Partially due to the additions, Pendry has been able to bring a considerable amount of its associates back to work since reopening in mid-June, said Gonzalez.
“It is very important for the public to know that we love and need their support for our hotels and restaurants,” he said. “Their patronage keeps our associates employed and businesses open.”
Residents Want to Vacation
Kierstin Rielly, Innovate78 program manager at the San Diego Regional Economic Development Corp., said the region has been lucky in that San Diegans want to take time off in their hometown.
“Though hospitality employment has taken the brunt of COVID-19 economic impacts, we’re fortunate to live in a region where even the residents want to ‘vacation’ and help bootstrap the tourism industry,” she said.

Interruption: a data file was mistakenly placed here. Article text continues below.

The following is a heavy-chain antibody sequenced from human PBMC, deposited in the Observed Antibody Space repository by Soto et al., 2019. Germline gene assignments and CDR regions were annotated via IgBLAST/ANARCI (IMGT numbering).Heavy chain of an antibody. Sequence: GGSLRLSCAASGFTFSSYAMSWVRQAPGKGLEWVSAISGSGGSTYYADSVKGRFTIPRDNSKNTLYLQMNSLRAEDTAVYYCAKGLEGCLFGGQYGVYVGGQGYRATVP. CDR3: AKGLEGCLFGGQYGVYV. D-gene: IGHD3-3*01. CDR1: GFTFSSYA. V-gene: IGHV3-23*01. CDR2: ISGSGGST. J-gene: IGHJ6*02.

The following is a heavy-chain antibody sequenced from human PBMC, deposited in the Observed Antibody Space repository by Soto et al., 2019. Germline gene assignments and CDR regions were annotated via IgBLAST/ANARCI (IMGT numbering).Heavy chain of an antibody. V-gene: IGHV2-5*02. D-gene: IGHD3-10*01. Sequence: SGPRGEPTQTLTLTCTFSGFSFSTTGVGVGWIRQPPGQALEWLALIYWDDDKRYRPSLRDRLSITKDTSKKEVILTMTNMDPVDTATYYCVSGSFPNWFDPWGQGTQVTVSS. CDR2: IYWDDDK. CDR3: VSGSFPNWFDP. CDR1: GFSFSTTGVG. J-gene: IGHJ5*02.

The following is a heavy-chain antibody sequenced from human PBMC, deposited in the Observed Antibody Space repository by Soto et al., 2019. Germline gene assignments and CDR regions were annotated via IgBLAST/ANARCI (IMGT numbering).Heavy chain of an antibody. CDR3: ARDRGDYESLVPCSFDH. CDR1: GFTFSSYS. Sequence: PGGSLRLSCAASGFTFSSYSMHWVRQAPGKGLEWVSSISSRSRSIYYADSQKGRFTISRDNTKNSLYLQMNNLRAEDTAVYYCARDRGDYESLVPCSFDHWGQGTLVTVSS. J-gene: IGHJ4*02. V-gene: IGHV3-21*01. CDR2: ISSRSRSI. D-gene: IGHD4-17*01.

To Rielly’s point, Nate Kelley, research manager at the San Diego Regional EDC, said San Diego’s accommodation sector is holding its own despite another spike in cases. Hotels in particular are closing out the summer on a “high note,” he said, with the supply of rooms within striking distance of pre-COVID levels as of mid-August. The average daily rate for rooms is climbing back somewhat, Kelley added, at about $150 per night. That’s up 67.4% from COVID lows in early May, he said.
“As of the July employment report, accommodation employment rested at 17,800, up 43.4% from May’s low of 12,400,” said Kelley. “Given that expected hotel revenues, measured by the room supply multiplied by average daily rates, are just 16.5% below pre-COVID levels, employment should quickly follow.”